Is Xyrem a controlled substance / narcotic drug of abuse?
Medically reviewed by Carmen Fookes, BPharm. Last updated on June 14, 2020.
- Yes, Xyrem is a controlled substance.
- When used legitimately to treat narcolepsy, Xyrem is a class III controlled substance.
- When misused, either by people who have legitimately obtained it or those who have obtained it illegally, it is considered a class I controlled substance, and penalties are severe.
- Xyrem has a high potential for abuse and is also known as the street name of GHB.
- Xyrem is available only from a certified doctor and pharmacy under a special program called the Xyrem REMS Program.
- Xyrem is not a narcotic.
Xyrem (sodium oxybate) is a CNS depressant that may be used to treat narcolepsy.
When Xyrem is used for medicinal purposes, such as narcolepsy, it is classified as a Schedule III controlled substance under the Controlled Substances Act. However, even if you obtain Xyrem for medicinal use, but then misuse it or offer it to anybody else to use, then it is considered a Schedule I controlled substance and illicit use is subject to Schedule I penalties.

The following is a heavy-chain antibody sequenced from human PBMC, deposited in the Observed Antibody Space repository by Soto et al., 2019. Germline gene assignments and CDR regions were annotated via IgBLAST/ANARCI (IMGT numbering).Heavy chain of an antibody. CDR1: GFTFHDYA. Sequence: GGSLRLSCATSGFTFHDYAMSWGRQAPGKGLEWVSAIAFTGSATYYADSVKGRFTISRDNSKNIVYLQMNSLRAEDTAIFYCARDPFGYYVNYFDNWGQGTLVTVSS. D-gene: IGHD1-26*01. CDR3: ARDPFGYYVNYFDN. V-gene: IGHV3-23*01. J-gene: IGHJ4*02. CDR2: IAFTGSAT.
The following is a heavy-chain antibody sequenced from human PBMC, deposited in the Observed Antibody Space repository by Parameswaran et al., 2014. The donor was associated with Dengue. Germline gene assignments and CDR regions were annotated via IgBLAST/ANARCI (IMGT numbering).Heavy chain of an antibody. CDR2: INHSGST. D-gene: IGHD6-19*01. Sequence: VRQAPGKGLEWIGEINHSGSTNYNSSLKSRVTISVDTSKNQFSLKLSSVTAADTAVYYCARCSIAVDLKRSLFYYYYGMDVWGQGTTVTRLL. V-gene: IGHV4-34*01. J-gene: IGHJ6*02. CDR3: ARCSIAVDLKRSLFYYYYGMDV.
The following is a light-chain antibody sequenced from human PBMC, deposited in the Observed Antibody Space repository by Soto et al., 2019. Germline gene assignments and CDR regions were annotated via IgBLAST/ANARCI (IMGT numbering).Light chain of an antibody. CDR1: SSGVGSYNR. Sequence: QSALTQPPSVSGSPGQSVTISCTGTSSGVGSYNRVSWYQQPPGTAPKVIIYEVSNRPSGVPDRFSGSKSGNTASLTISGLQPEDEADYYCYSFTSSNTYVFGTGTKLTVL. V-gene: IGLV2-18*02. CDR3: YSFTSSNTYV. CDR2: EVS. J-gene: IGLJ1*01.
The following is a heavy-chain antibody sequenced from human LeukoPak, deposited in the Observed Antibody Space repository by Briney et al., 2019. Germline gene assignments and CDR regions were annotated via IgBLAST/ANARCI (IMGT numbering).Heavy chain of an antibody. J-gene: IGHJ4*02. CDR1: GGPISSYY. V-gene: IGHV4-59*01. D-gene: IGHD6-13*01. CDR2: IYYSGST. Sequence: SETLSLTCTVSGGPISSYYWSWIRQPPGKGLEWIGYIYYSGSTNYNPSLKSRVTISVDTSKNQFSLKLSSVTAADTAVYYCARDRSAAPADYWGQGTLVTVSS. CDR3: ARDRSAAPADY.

Xyrem is also known as GHB, which is a known street drug of abuse. However, there are differences in purity between GHB which is sold on the street, and GHB that is manufactured as Xyrem.
Xyrem has a high potential for abuse because it can cause changes in the activity of the brain and can also cause changes in your breathing, even at regular dosages or if you are taking other interacting medicines. Fatal side effects, such as breathing problems, seizures, loss of consciousness, or death can occur if you misuse this medicine, take it with alcohol, or take it with other drugs that cause drowsiness or slow your breathing.
Because of the potential for abuse and the risk of serious side effects that may occur, Xyrem is available only from a certified pharmacy under a special program called the Xyrem REMS Program. Your doctor must be registered in the program to prescribe this medicine for you.
Xyrem is not a narcotic. Narcotics bind to opioid receptors in your brain and include substances such as codeine, oxycodone, and morphine.
- Carter LP, Pardi D, Gorsline J, Griffiths RR. Illicit gamma-hydroxybutyrate (GHB) and pharmaceutical sodium oxybate (Xyrem): differences in characteristics and misuse. Drug Alcohol Depend. 2009;104(1-2):1‐10. doi:10.1016/j.drugalcdep.2009.04.012
- Xyrem (sodium oxybate) https://www.drugs.com/pro/xyrem.html
- "How would you treat their cataplexy and EDS in narcolepsy?" Xyrem (sodium oxybate) https://www.xyremhcp.com/
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